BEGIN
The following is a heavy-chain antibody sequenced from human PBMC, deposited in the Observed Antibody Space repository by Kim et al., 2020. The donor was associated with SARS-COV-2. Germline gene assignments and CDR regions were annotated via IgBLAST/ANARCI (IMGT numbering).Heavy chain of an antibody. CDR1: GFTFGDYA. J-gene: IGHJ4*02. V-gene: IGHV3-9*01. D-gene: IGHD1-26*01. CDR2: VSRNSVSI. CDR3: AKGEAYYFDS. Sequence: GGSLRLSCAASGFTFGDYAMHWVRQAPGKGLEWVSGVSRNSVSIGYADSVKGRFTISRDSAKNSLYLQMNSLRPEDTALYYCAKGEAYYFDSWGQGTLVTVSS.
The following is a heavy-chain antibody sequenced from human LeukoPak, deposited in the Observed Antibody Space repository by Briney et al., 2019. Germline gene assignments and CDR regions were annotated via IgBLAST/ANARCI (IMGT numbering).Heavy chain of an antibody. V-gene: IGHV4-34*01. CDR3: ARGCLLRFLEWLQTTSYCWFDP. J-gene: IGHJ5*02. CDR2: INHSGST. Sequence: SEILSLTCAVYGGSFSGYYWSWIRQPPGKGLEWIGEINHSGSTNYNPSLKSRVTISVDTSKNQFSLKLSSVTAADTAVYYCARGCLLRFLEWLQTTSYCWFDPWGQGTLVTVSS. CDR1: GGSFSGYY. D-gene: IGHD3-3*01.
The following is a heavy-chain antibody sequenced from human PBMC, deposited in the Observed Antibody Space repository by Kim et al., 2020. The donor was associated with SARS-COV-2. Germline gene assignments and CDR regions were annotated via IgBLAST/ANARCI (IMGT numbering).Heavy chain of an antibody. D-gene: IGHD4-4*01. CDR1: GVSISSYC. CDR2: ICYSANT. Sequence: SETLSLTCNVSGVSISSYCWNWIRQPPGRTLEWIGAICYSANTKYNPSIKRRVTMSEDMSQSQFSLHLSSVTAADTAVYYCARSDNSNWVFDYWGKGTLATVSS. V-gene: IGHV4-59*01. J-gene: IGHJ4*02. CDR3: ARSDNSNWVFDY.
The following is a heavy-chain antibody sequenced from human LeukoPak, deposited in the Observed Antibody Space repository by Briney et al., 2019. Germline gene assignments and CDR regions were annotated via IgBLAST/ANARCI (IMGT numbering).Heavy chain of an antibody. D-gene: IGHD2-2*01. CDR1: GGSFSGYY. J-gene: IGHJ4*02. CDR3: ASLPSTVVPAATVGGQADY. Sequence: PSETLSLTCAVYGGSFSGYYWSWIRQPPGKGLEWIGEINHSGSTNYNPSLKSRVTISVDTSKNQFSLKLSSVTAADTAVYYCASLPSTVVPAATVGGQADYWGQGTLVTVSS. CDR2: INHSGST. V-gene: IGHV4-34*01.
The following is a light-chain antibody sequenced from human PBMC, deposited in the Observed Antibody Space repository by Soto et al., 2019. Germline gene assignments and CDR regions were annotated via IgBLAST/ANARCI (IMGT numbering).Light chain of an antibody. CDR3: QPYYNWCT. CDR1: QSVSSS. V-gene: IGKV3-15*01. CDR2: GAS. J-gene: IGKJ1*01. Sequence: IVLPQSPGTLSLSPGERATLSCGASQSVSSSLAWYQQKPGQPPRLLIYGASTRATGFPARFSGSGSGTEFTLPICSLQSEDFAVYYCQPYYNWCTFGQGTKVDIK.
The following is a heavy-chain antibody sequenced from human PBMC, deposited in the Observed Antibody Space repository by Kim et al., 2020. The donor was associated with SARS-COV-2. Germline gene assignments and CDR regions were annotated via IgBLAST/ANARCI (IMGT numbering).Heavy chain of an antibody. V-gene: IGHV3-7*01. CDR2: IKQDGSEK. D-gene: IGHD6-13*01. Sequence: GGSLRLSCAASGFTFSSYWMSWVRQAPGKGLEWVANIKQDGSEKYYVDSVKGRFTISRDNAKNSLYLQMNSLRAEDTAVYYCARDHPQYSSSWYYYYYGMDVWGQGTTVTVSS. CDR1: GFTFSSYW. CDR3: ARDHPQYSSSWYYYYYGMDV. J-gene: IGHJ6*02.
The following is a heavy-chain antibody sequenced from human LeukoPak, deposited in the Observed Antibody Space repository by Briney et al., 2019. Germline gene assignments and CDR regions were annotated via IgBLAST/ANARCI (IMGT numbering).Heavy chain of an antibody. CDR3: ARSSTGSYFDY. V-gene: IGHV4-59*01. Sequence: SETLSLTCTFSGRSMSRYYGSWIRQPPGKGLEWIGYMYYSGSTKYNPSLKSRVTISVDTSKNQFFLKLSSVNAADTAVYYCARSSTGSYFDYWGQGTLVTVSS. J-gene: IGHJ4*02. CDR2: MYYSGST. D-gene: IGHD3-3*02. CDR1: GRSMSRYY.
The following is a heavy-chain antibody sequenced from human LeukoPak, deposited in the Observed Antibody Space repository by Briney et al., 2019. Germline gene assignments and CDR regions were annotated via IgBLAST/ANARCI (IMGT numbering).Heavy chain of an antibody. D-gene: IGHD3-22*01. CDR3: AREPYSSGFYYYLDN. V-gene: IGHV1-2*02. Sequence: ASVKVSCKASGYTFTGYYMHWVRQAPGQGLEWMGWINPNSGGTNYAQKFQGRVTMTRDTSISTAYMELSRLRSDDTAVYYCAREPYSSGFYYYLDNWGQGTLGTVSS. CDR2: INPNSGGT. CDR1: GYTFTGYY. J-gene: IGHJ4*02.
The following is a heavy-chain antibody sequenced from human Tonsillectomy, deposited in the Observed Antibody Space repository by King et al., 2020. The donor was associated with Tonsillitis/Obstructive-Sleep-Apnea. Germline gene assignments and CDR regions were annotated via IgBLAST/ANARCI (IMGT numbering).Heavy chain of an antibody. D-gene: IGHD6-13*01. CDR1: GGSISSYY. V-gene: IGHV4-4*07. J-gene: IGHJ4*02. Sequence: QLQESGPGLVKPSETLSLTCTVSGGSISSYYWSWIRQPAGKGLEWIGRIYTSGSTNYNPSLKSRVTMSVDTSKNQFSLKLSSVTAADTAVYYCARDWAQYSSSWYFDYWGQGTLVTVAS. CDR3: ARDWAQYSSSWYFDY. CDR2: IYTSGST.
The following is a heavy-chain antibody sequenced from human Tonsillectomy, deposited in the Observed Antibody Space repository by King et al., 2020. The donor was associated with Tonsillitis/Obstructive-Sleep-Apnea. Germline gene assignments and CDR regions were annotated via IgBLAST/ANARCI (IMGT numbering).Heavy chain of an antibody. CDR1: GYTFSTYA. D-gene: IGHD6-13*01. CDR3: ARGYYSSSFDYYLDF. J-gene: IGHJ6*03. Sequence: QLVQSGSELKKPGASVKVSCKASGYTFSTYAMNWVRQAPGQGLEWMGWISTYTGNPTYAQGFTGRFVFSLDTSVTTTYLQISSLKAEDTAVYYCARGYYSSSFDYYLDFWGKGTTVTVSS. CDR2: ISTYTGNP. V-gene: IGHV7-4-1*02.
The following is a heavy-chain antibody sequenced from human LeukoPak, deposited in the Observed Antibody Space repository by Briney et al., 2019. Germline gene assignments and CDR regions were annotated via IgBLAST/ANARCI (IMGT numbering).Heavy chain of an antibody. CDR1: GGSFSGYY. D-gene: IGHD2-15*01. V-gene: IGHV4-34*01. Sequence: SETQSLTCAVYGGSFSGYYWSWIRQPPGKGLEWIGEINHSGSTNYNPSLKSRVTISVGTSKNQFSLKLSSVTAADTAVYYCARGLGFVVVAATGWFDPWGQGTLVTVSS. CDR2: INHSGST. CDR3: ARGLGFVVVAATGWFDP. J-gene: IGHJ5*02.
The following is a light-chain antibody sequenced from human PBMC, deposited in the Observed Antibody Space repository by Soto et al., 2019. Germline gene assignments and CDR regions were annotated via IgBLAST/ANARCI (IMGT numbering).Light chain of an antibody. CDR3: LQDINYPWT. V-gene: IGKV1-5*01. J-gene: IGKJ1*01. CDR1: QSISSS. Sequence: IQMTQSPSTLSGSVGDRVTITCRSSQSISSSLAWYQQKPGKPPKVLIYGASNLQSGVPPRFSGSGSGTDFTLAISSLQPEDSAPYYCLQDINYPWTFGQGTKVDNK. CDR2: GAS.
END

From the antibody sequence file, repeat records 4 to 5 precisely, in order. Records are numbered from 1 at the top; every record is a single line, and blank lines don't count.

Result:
The following is a heavy-chain antibody sequenced from human LeukoPak, deposited in the Observed Antibody Space repository by Briney et al., 2019. Germline gene assignments and CDR regions were annotated via IgBLAST/ANARCI (IMGT numbering).Heavy chain of an antibody. D-gene: IGHD2-2*01. CDR1: GGSFSGYY. J-gene: IGHJ4*02. CDR3: ASLPSTVVPAATVGGQADY. Sequence: PSETLSLTCAVYGGSFSGYYWSWIRQPPGKGLEWIGEINHSGSTNYNPSLKSRVTISVDTSKNQFSLKLSSVTAADTAVYYCASLPSTVVPAATVGGQADYWGQGTLVTVSS. CDR2: INHSGST. V-gene: IGHV4-34*01.
The following is a light-chain antibody sequenced from human PBMC, deposited in the Observed Antibody Space repository by Soto et al., 2019. Germline gene assignments and CDR regions were annotated via IgBLAST/ANARCI (IMGT numbering).Light chain of an antibody. CDR3: QPYYNWCT. CDR1: QSVSSS. V-gene: IGKV3-15*01. CDR2: GAS. J-gene: IGKJ1*01. Sequence: IVLPQSPGTLSLSPGERATLSCGASQSVSSSLAWYQQKPGQPPRLLIYGASTRATGFPARFSGSGSGTEFTLPICSLQSEDFAVYYCQPYYNWCTFGQGTKVDIK.